A Cost and Benefit Analysis of Kentucky Caving    

A Cost and Benefit Analysis of Kentucky Caving
or
We Drove How Far To Cave For How Long?

Written for the SCAG newsletter in December 1994.

How many times have you heard the question "Why do you go caving"? For cavers the answer is simple. It's not necessarily logical. It's not necessarily rational. It's not necessarily an answer that you can even explain to the non-caver who asked in the first place.

Now, imagine trying to explain why you would leave from the grotto meeting on Thursday night, passing on the comfort of your own bed to take turns driving, keeping the driver company (or keeping the driver awake), and sleeping in the back seat for about 16 hours and 900 miles. Sure, you get to stop and stretch every 2 or 3 hours, and by 9 AM even the back seat becomes comfortable. And there are all those AM radio stations that Phil keeps finding. The ones that play country music. Achy breaky crying-in-your-beer-because-your-girlfriend-left-you-for-somebody-else country music. Stations that are just a little too far away and come in all static-filled, and give the weather report and their call letters without ever once telling you where in the hell they are, so that you can't tell if that freezing rain and sleet is coming or going. Don't forget to explain the soup and salad bar at the Shoney's just half an hour into Kentucky; it's only $1.50 extra with any sandwich or meal. All this and they still don't understand, do they?

Well, most of us appreciate a good road trip for the sheer decadence of it, but some people just don't see the journey for the destination (to twist an old cliche); there has to be a purpose to it all or they won't be happy. For these poor simple folk who need that purpose at the end of the trip, there is White Lightnin'. No, not that white lightning. White Lightnin' is a cave. It probably has between 1300 and 1800 feet of passage (I use the term loosely), and I saw most of it in only 15 hours.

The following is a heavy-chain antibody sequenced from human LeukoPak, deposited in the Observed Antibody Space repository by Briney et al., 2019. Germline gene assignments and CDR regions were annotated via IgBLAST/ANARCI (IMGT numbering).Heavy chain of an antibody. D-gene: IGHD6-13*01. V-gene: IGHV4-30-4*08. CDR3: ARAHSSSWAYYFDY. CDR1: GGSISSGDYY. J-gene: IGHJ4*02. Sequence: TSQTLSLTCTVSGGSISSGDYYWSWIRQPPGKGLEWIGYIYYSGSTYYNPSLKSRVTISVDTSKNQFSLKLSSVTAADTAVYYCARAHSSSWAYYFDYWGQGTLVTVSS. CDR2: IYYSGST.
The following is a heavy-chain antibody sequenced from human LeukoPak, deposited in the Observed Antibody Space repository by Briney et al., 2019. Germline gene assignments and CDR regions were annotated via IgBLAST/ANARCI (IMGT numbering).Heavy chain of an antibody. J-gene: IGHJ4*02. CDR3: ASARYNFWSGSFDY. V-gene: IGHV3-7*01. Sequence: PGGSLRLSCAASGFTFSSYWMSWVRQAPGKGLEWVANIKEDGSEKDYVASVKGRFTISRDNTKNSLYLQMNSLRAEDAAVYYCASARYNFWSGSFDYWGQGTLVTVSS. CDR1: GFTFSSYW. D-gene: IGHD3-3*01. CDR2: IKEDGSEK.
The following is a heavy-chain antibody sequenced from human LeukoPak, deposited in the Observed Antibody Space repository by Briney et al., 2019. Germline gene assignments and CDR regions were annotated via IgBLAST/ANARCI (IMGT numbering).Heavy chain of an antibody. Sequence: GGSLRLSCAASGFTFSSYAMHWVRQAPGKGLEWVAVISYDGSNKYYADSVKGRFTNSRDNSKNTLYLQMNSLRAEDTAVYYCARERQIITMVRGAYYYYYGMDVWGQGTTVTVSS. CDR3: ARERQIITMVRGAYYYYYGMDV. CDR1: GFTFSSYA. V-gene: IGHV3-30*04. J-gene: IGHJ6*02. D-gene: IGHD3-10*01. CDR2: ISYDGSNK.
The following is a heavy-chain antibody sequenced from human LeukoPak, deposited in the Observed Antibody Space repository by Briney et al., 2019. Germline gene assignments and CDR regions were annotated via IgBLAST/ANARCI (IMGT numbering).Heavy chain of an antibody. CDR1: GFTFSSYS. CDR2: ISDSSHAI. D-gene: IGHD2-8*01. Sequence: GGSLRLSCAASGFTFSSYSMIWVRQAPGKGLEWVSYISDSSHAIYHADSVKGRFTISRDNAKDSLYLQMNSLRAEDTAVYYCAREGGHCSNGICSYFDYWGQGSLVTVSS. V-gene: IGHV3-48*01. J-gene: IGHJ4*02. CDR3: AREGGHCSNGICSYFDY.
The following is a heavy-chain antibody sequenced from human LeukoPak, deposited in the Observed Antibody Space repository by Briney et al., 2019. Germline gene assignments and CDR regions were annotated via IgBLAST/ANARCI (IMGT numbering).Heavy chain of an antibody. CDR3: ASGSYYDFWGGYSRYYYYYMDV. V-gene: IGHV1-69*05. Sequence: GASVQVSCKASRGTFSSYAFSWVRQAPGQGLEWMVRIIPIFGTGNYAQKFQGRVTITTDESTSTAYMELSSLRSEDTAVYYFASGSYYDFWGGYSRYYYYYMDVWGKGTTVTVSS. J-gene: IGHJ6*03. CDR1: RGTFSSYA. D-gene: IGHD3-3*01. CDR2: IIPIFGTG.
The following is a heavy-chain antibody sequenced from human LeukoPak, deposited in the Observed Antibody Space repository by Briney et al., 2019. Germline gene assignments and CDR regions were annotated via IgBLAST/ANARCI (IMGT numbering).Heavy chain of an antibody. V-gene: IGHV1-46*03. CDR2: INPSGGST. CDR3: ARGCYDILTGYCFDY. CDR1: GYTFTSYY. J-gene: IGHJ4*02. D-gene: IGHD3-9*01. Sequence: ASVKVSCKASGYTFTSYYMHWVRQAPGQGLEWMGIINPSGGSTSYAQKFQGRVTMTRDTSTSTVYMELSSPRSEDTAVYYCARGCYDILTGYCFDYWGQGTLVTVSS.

To prevent road trip euphoria from distorting our perspective of the world, or, at least of Cincinatti, we had stopped at Cincinatti's Museum of Natural History where we killed about 3 hours. The main purpose of the stop was to go caving. We paid for parking. We assembled our gear: wallets, street clothes, including shoes and shirts so that they would let us in. We were ready to see our first Ohio cave. We paid the admission (of course it's a commercial cave - it's in a museum). Admission, by the way, is mandatory, as opposed to a donation, which is voluntary; our ever-vigilant Treasurer had investigated the matter, always watching over the grotto expenditures. We walked through the doors and asked where the cave was. Thankfully all caves aren't this easy to find; this one required that we follow the green footprints down the ramp then stop following the green footprints and follow the signs for "The Cavern". A few steps later we were reading a series of informative signs and looking at displays. Then there it was: a moderately large walk-in entrance. The gate was open, we had permission, and in we went. Perhaps 200 feet of exploration brought us to another entrance, through which we exited. We had looked down pits. We had seen formations. We had taken the left passage at a fork, so there must be more passage to be found. We returned by the overland route to the first entrance and followed the other passage. We went down and around. We went back up. We saw domes and waterfalls. We saw soda straws and columns. We saw parents with kids in tow, with no helmets and no back-up light sources. This was just like a real cave! We even found places to crawl under, over and through. I went still further and found a going lead with a stream and no electric lighting. I put my foot in the water.

Despite all the diversions, we were only able to stretch the drive out until about 7:30 before arriving at Mammoth Cave National Park's Maple Springs Research Center, our home for the next two days. Signing in and visiting for a while killed some time but the inevitable could be put off for just so long, and I was sleeping in a comfy bunk by 10:00, a scant 24 hours after leaving the grotto meeting. Morning rolled around two hours later, but it was largely ignored for another seven hours, until breakfast and the bathroom clamored for attention. All that sleep had washed away the joys of the ride down, but after a hearty breakfast I was one of the people with a purpose. With Rick as leader, and Jeff as our sketcher, I would read the instruments for our survey work in White Lightnin'.